**An open rehearsal and interview session with the Fillipino press. Articles can now be found online. just google one of our names with the tag words, “Cinderella” or “asia” and something will probably come up… some of the questions asked were pretty amusing: “Is the cast worried about the Fillipino audiences, since we are so discriminating and care about good singing?” “What do you think about the shopping here?” “Where did you get your earrings?” “What do you think about working with such a famous star and what’s it like to be mean to her?”

(This week)
** Sitzprobe: The rehearsal where the orchestra and the singers merge for the first time.
I couldn’t help but think of my Dad the whole time. He would have just loved this!! It’s a 16 piece orchestra (Filipino Filharmonic) and we were invited to walk around, in front of, and sometimes THROUGH the musicians so we could really hear the music and be inside of it. It is always fascinating to hear how the various instruments provide so many colors to the music, and how the arranger (in this case, our Musical Director, Michael Duff) creatively decides, “This part should be the oboe, this other melody will be the strings…” During the songs or underscoring, we would just step up to a mic to voice OUR parts.

(July 29)
** TECH and PERFORMANCES: As I write this we are on Day 9 of technical rehearsals. This is the time where all the elements of the production are combined: The costumes, wigs, sound, magic effects, lighting, sets, musicians… it takes hours and hours, like 12 hour plus days for days on end. We go into Preview performances tonight, after a video shoot and invited dress rehearsal/matinee during the afternoon. We officially open on August 1. Our first day off is Aug 4, after 14 straight days of rehearsals and performances! Whew! Now, I’m going to nap.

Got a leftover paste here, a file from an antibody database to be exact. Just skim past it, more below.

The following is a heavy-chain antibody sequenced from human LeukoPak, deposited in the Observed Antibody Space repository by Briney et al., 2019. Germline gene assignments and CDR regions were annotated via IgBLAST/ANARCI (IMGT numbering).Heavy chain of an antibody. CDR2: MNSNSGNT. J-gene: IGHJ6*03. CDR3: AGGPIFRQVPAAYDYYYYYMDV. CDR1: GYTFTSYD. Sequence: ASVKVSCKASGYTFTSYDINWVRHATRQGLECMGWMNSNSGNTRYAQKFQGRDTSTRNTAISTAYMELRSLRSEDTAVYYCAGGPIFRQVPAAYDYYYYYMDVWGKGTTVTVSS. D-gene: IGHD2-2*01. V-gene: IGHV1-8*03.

Friday, July 25, 2008


Our bus, and some of our ladies.
Sweet Sleeping Kit.
The Throne.
Aaron Galligan-Stierle, my dressing room mate, in our dressing room. Nice socks Aaron!
Costumes and my dressing table.

Julia, and Peter Saide chat it up by the Call Board.
Julia and Janet(our lead keyboardist) after dinner in the courtyard a CCP.
Momma Cat and Kittens in courtyard.

So…long time, no blog. Sorry, we are in tech week and even though I actually do have time to blog, I have not because…well, because its TECH WEEK!!! Historically this is the time for which all theater professionals gird their loins because it is supposed to be such a despised ordeal. The reality is that we work 11 hours out of a 12, with an hour meal break in the middle. The hardest part is the waiting and keeping yourself focused on the show over this stretch of time. So we tend to get mentally tired. But I’m going to call this rut a groove and go with it.